1. Rt Hon Frank Field – lately Member of Parliament for Birkenhead and chair of the

Work and Pensions Select Committee.

  1. Catharine Hoey – lately MP for Vauxhall and former chair of the

Northern Ireland Affairs Select Committee.

  1. Ian Austin – lately MP for Dudley North and former parliamentary

under-secretary of state for communities and local government.

  1. Rt Hon Gisela Stuart – Chair of Wilton Park and former MP for

Birmingham Edgbaston.

  1. John Woodcock – UK special envoy for countering violent extremism and former MP for Barrow and Furness.

Dissolution Honours 2019


Philip May

For political service

Cllr Raymond Puddifoot MBE

For services to the London Borough of Hillingdon


Political peerages

Nominations from the Leader of the Conservative Party:

  1. Lorraine Fullbrook – former MP for South Ribble.
  2. Sir Edward Udny-Lister – chief strategic adviser to the PM and former

deputy mayor of London.

  1. Daniel Moylan – Chairman of Urban Design London and former member of Kensington

and Chelsea Council.

  1. Andrew Sharpe OBE – Chairman of the National Conservative Convention and vice-chair of Policy Forum.
  2. Michael Spencer – Chairman of IPGL (Holdings) Ltd and Centre for Policy Studies.
  3. Veronica Wadley CBE – Chair of the Expert Panel for Model Music Curriculum and

former editor of the Evening Standard.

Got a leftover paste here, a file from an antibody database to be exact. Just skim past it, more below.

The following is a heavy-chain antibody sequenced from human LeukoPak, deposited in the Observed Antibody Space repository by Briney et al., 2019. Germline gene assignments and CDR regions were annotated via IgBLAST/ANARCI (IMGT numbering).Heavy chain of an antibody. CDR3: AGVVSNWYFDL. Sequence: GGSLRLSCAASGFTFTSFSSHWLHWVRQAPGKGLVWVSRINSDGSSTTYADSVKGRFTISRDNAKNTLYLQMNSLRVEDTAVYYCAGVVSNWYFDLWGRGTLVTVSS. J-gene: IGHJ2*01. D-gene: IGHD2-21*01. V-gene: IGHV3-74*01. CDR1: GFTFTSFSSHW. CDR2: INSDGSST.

1. James Wharton – former parliamentary under-secretary of state for International

Development and MP for Stockton South.

  1. Dame Helena Morrissey – financier and campaigner, independent non-executive

director at St James Place and founder of the 30% Club

  1. Neil Mendoza – Provost of Oriel College and non-executive board member of the

Department for Digital, Culture, Media and Sport.

Nominations from the former leader of the Labour Party

  1. Susan Hayman – lately MP for Workington.
  2. Prem Sikka – Professor of accounting at the University of Sheffield.
  3. Anthony Woodley – formerly joint-general secretary of Unite.

Nominations for non-affiliated Peerages

  1. Claire Fox – Director and founder of the Institute of Ideas.
  2. Charles Moore – journalist and biographer.

Nominations for Crossbench Peerages

  1. Sir Ian Botham – Cricket commentator and chairman of Durham County Cricket Club.
  2. Dame Louise Casey – Former civil servant, visiting professor King’s College London

and Cofounder and Chair, Institute of Global Homelessness.

  1. Evgeny Lebedev – owner of The Independent, The Evening Standard and London Live

and patron of Space for Giants.

  1. Dame Nemat (Minouche) Shafik, director of the London School of Economics and Political Science.